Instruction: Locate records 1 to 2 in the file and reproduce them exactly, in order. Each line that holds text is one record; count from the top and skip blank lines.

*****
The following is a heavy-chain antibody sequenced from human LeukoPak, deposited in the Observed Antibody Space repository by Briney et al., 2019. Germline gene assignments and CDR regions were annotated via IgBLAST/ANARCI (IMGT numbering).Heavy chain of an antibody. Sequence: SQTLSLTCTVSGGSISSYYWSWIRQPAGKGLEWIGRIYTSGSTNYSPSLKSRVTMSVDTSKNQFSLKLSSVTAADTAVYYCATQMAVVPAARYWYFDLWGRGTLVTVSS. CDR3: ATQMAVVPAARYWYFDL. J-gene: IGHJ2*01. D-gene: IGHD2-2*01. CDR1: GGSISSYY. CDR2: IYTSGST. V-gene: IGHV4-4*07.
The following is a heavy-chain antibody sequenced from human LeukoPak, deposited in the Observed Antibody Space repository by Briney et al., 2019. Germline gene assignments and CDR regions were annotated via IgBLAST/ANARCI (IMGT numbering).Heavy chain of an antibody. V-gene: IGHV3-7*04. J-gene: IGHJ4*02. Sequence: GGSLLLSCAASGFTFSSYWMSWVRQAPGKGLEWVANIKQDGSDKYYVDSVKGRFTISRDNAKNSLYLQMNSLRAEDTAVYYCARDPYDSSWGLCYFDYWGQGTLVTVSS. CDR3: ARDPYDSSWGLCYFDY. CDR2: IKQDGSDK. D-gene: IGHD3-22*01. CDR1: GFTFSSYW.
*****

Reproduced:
The following is a heavy-chain antibody sequenced from human LeukoPak, deposited in the Observed Antibody Space repository by Briney et al., 2019. Germline gene assignments and CDR regions were annotated via IgBLAST/ANARCI (IMGT numbering).Heavy chain of an antibody. Sequence: SQTLSLTCTVSGGSISSYYWSWIRQPAGKGLEWIGRIYTSGSTNYSPSLKSRVTMSVDTSKNQFSLKLSSVTAADTAVYYCATQMAVVPAARYWYFDLWGRGTLVTVSS. CDR3: ATQMAVVPAARYWYFDL. J-gene: IGHJ2*01. D-gene: IGHD2-2*01. CDR1: GGSISSYY. CDR2: IYTSGST. V-gene: IGHV4-4*07.
The following is a heavy-chain antibody sequenced from human LeukoPak, deposited in the Observed Antibody Space repository by Briney et al., 2019. Germline gene assignments and CDR regions were annotated via IgBLAST/ANARCI (IMGT numbering).Heavy chain of an antibody. V-gene: IGHV3-7*04. J-gene: IGHJ4*02. Sequence: GGSLLLSCAASGFTFSSYWMSWVRQAPGKGLEWVANIKQDGSDKYYVDSVKGRFTISRDNAKNSLYLQMNSLRAEDTAVYYCARDPYDSSWGLCYFDYWGQGTLVTVSS. CDR3: ARDPYDSSWGLCYFDY. CDR2: IKQDGSDK. D-gene: IGHD3-22*01. CDR1: GFTFSSYW.